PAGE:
“The recovery process taught me about rest, accepting help, and caring for my body as something connected to me rather than separate from me, that I’m in opposition to – this is mine and I want to take care of it. I feel good in it and good about it.”

They also slammed anti-trans voices who engage in rhetoric about trans people “mutilating their bodies”, and rebutted the argument that those people might feel regret as a “non-starter” and “completely irrational”.

They explained: “When people talk about gender-affirming surgery using words like ‘mutilation’, that’s not very nice. Is that how you think about people who’ve had surgery for other things?

“It’s a disgust reaction, and I do not take disgust into account as a legitimate point of discourse. I don’t have to entertain it and I’m not going to. It’s a waste of everybody’s time, it’s knee-jerk, it’s not grounded in reality, and it’s not useful.

“In terms of ‘What if you feel regret? – is the idea that nobody ever feel regret about anything? Aside from the fact that we have complete statistical information about regret rates of gender- affirming surgery and this is an absolute nonstarter, what?

“Are you also going to legislate against people getting tattoos? It’s just control: ‘I want you to make decisions based on my level of comfort with your existence.’ That is completely irrational.”

Non-binary Yellowjackets actor slams gendered awards ceremonies

Yellowjackets star Liv Hewson
Liv Hewson has benched themselves from the Emmys due to its gendered awards categories. (Axelle/Bauer-Griffin/FilmMagic)

Unfortunately, with the highs and have also come the lows. Despite their Yellowjackets character’s popularity, Hewson made the tough decision to pull out of Emmy consideration earlier this year due to gendered categories.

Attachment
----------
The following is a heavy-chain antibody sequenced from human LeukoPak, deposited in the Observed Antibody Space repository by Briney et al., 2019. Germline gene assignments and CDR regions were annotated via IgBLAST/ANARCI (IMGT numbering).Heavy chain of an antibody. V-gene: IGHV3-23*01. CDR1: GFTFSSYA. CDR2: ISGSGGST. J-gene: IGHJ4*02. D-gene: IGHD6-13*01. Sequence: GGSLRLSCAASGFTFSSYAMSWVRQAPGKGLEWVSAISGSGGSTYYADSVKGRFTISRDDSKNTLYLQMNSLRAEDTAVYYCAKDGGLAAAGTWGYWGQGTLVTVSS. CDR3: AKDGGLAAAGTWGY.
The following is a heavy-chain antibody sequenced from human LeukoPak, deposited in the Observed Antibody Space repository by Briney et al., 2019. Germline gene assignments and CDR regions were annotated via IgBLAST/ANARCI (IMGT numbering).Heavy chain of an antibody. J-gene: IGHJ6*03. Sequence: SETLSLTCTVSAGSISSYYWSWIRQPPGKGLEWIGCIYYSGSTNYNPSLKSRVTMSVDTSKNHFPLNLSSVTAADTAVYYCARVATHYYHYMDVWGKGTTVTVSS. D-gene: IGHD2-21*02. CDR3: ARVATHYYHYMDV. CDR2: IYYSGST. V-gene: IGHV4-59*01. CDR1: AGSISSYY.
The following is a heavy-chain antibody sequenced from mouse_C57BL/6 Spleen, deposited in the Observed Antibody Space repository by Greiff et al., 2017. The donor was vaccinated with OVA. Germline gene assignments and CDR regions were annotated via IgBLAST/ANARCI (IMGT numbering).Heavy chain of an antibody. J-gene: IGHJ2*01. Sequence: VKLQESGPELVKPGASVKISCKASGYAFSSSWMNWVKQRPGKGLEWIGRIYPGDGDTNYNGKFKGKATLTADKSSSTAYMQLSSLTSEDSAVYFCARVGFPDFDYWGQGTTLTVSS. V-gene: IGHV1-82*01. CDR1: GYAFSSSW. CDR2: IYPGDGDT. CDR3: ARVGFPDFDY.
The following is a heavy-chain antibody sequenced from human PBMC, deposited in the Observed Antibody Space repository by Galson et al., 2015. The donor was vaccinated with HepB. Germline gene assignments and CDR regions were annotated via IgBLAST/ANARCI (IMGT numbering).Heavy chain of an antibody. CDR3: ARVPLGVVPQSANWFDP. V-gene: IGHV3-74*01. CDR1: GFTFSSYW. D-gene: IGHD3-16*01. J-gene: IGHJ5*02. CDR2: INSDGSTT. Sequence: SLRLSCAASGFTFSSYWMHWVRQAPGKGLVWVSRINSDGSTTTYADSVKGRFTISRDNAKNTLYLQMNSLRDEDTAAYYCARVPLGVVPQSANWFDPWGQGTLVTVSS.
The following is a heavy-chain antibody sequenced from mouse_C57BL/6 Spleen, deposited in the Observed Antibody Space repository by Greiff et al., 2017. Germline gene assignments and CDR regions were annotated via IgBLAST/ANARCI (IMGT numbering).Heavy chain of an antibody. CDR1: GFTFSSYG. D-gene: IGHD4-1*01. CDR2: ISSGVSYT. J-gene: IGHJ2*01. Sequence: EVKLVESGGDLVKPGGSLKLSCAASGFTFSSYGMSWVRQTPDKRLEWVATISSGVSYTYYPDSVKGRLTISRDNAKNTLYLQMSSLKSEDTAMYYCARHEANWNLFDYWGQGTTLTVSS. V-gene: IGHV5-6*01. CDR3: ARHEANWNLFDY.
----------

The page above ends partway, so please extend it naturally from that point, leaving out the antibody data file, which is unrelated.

Hewson follows in the footsteps of several non-binary actors including Emma D’Arcy, Emma Corrin, Bella Ramsey and Justin David Sullivan who have all called out major award ceremonies still promoting gendered categories.

On the heels of the historic Tony Award wins for non-binary stage stars J Harrison Ghee and Alex Newell, which Hewson described as “incredible”, they delved further in their decision to withdraw.

“My issue is so structural, I don’t think it would be honest for me to attempt to work within this system. Here’s what I thought about: Best-case scenario, career-wise, I, hypothetically, would be nominated for an Emmy, which would be an honour.

“Then the best-case scenario is that I would, hypothetically, win. And then I would go home with a trophy that says ‘actress’ on it. I don’t want that. 

“Even if that happens, even if I were able to be on a stage like that and talk about being non-binary with the trophy in my hand, hypothetically, the dynamic at play is still that there’s a category for men and a category for women.

“You’re putting me in the woman one, giving me the best woman award, then I get onstage and thank you. I’m not going to do that,” Hewson continued.

“The bewilderment I have is that acting is the only category that’s separated by sex. We take for granted that this is how the world should work, but gender-neutral awards exist in every category but this one.

“There are multiple ceremonies where they don’t exist at all, so it’s absolutely possible. Isn’t it a little bizarre that there’s one job that’s about men and women and the rest of them aren’t?”

You can read Liv Hewson’s full Teen Vogue profile here.